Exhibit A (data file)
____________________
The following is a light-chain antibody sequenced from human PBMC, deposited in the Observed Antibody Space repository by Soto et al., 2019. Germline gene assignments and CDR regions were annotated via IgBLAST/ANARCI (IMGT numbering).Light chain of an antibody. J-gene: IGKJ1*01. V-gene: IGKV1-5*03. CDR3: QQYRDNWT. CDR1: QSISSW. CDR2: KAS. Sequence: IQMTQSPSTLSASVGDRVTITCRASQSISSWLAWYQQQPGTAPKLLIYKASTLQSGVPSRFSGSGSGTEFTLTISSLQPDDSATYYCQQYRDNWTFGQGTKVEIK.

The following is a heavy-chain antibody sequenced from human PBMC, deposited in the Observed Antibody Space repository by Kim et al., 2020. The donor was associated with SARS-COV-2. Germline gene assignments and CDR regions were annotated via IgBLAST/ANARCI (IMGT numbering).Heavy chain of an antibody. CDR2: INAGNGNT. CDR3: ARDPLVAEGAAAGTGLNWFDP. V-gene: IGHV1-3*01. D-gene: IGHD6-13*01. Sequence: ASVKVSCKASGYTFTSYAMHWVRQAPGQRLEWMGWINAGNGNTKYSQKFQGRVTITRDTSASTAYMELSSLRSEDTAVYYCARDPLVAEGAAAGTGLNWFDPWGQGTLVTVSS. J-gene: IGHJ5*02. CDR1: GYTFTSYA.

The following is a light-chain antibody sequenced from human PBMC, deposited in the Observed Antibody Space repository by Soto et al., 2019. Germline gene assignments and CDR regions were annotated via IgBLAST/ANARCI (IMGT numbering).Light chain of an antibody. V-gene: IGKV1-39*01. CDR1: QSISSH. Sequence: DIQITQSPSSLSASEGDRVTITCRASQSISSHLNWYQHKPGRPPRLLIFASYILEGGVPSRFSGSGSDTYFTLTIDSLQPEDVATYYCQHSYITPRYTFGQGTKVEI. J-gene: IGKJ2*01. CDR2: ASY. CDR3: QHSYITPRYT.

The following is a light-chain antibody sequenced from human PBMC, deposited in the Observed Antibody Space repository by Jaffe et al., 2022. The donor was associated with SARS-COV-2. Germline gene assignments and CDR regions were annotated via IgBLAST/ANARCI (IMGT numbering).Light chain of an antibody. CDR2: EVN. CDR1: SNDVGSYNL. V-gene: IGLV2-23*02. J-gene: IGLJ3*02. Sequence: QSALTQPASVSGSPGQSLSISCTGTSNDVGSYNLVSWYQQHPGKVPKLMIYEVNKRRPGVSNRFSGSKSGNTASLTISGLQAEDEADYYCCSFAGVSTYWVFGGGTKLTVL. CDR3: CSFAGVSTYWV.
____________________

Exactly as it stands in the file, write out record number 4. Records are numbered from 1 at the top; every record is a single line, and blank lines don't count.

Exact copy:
The following is a light-chain antibody sequenced from human PBMC, deposited in the Observed Antibody Space repository by Jaffe et al., 2022. The donor was associated with SARS-COV-2. Germline gene assignments and CDR regions were annotated via IgBLAST/ANARCI (IMGT numbering).Light chain of an antibody. CDR2: EVN. CDR1: SNDVGSYNL. V-gene: IGLV2-23*02. J-gene: IGLJ3*02. Sequence: QSALTQPASVSGSPGQSLSISCTGTSNDVGSYNLVSWYQQHPGKVPKLMIYEVNKRRPGVSNRFSGSKSGNTASLTISGLQAEDEADYYCCSFAGVSTYWVFGGGTKLTVL. CDR3: CSFAGVSTYWV.